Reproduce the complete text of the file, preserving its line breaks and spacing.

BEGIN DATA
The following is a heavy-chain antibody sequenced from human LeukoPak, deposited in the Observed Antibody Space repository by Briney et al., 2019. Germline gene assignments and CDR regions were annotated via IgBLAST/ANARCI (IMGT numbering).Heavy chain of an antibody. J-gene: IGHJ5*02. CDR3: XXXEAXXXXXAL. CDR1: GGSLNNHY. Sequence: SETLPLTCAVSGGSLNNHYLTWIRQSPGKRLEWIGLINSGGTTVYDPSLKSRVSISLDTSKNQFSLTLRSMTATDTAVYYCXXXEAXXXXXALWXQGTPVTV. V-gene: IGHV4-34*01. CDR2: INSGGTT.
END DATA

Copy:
The following is a heavy-chain antibody sequenced from human LeukoPak, deposited in the Observed Antibody Space repository by Briney et al., 2019. Germline gene assignments and CDR regions were annotated via IgBLAST/ANARCI (IMGT numbering).Heavy chain of an antibody. J-gene: IGHJ5*02. CDR3: XXXEAXXXXXAL. CDR1: GGSLNNHY. Sequence: SETLPLTCAVSGGSLNNHYLTWIRQSPGKRLEWIGLINSGGTTVYDPSLKSRVSISLDTSKNQFSLTLRSMTATDTAVYYCXXXEAXXXXXALWXQGTPVTV. V-gene: IGHV4-34*01. CDR2: INSGGTT.